Kids Learning at Recess
Ask any kid what his favorite school subject is, and the answer you will often get is "Recess." You remember those days – getting to go out and play with your friends rather than sit at a desk and learn stuff. The dirty secret that kids don't know, and parents don't tell them, is that they are actually learning a lot from running around with their friends and playing those games.
Throwing a baseball is a lesson in physics. Joining a soccer team teaches all about teamwork and cooperation. Holding a tea party is like reading Ms. Manners, only with your teddy bears and imaginary friends. It's all learning – and playing!
"Natural, everyday elements can be springboards to wonderful play and learning experiences for children," says Barbara Polland, a professor of Child and Adolescent Development at the California State University, Northridge, and the author of No Directions on the Package: Questions and Answers for Parents with Children from Birth to Age 12 (Celestial Arts, 2000). "The elements – mud, sand, water – are generally available to parents at little cost. It is way too easy to let children become addicted to the frenetic pace of television and computer games. How sad is that and how dangerous to brain development and the process of creativity through hands-on experience?"
Polland recalls such a learning opportunity inspired by the presence of a spider in a play yard. After seeing a spider web, the children were prompted to read a little bit about spiders and webs. "The children were fascinated by the idea of trapping things in the web," she says. "We measured out yarn to make a huge web and then made up dances for moving through it and eventually getting trapped." The children drew pictures of things to get trapped in the giant yarn web and then taped them to it. One activity led to others as the children came up with new ideas.
"The activity incorporated so many curriculum aspects, including math, science, art, drama, dance, literature and more," Polland says. "It proved to be a lot more exciting for the children, and for me, than worksheets or a learning unit."
A Lifetime of Learning
Sakura Ozaki of Cold Spring, N.Y., is a former teacher and current stay-at-home mom to two young daughters. "I cannot honestly say that I consciously try to mix play and learning because learning is, after all, fun by nature," she says. "I believe that as parents, nurturing the love of learning at a young age is the best thing we can do to prepare our kids for a lifetime of learning."
Ozaki and her daughters often play with animal cards and puzzles. At first, it was just to look at the pictures. After a while, it became about naming the animals. "Later on, we would go through the same set of cards and ask questions about their habitats and nature," she says. When the girls were ready, the questions became more involved, introducing them to bigger words and concepts.
A puzzle of the United States worked the same way. Once her older daughter could put the puzzle together, she began to learn the capitals and directions (north, south, east and west rather than right and left). All of it was fun and educational, and none of it was homework.
"Our TV is never on, not so much because we prohibit it, but because our day is so full of activities that there is no time for it," Ozaki says. "I tend to sacrifice housework to do educational activities with the children, so our home is a mess, but it's worth it."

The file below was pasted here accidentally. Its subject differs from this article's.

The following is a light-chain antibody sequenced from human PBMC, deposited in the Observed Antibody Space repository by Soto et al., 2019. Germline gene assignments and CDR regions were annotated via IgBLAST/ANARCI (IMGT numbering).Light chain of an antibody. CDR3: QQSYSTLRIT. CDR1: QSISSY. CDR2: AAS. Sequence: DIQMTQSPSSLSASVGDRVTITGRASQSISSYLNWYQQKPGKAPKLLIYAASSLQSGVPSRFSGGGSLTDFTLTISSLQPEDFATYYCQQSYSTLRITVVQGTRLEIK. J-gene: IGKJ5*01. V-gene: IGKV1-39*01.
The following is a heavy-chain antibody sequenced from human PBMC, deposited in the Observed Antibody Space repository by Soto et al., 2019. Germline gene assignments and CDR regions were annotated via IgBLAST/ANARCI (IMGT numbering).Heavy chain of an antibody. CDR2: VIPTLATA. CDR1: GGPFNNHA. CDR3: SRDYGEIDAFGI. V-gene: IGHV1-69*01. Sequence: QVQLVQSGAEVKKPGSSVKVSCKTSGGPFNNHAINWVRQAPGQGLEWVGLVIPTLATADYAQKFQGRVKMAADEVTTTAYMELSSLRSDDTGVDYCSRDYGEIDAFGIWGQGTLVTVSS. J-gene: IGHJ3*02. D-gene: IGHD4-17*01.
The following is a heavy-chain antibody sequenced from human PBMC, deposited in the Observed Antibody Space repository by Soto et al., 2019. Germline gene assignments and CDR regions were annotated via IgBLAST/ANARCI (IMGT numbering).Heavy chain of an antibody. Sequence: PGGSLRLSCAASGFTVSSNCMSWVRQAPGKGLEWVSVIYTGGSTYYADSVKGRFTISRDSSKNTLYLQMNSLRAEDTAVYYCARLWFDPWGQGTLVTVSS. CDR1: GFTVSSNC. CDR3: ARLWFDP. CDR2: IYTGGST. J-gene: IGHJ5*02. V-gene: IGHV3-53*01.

The Science of Play
One of the subjects that parents often find difficult to incorporate into general play is science. Many times, this is because parents are intimidated and uncomfortable with their own knowledge of science in the first place.
Jason Lindsey is working to change all of that. A meteorologist and science reporter for KFVS-TV, located in Cape Girardeau, Mo., Lindsey does more than simply provide weather reports. In fact, he has been instrumental in getting several mayors and even a congresswoman to declare October 3 as "Science Day" in their respective jurisdictions.
As a parent and scientist, he is committed to helping children and families learn more about science through fun activities rather than just lesson plans. "Kids are always eager to learn something new," Lindsey says. "That's why it is important for adults to take time and incorporate educational elements. It will encourage them to look for learning opportunities as they grow older. Bottom line – you'll find your children searching for ways to learn if you take the time to show them that they can learn not just in the classroom, but anywhere."
His family is full of hands-on learners, and he encourages his children to pursue their curiosity. "I've noticed that they learn so much more by taking a toy apart and putting it back together, or just by having them watch me and then trying it for themselves," Lindsey says.
Having visited hundreds of schools to perform science experiments for students of all ages, Lindsey knows a little bit about what kids respond to most. "With any subject, if you have fun, then you learn more," he says. "I've discovered that kids learn science best by having fun. Here's the trick: While they're having fun, sneak in a science term. Believe me, they'll learn the term and not even realize it. So many [teachers] fail to see this and in return, they create kids who don't like science."
Why is grass green? Why is the sky blue? Any trip to the playground can give rise to these questions. Your next trip to the produce aisle or farmer's market is a lesson in health, colors, tastes, shapes and, eventually, even the difference between fruits and vegetables. Everywhere you look, there's a chance to help your kids learn something new.
Forget recess; school is in – and it's all around you! Now get to class and learn something, even if you don't mean to.